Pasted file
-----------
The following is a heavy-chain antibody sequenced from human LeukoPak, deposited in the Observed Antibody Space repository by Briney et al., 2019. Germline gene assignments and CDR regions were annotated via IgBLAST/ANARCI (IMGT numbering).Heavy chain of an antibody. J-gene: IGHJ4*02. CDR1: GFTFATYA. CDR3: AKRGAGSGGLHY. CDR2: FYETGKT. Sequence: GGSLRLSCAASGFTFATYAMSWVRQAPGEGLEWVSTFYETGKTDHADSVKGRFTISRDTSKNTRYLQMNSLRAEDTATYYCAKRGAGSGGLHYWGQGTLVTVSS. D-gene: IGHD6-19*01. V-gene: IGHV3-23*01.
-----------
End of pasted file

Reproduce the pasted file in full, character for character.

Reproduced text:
The following is a heavy-chain antibody sequenced from human LeukoPak, deposited in the Observed Antibody Space repository by Briney et al., 2019. Germline gene assignments and CDR regions were annotated via IgBLAST/ANARCI (IMGT numbering).Heavy chain of an antibody. J-gene: IGHJ4*02. CDR1: GFTFATYA. CDR3: AKRGAGSGGLHY. CDR2: FYETGKT. Sequence: GGSLRLSCAASGFTFATYAMSWVRQAPGEGLEWVSTFYETGKTDHADSVKGRFTISRDTSKNTRYLQMNSLRAEDTATYYCAKRGAGSGGLHYWGQGTLVTVSS. D-gene: IGHD6-19*01. V-gene: IGHV3-23*01.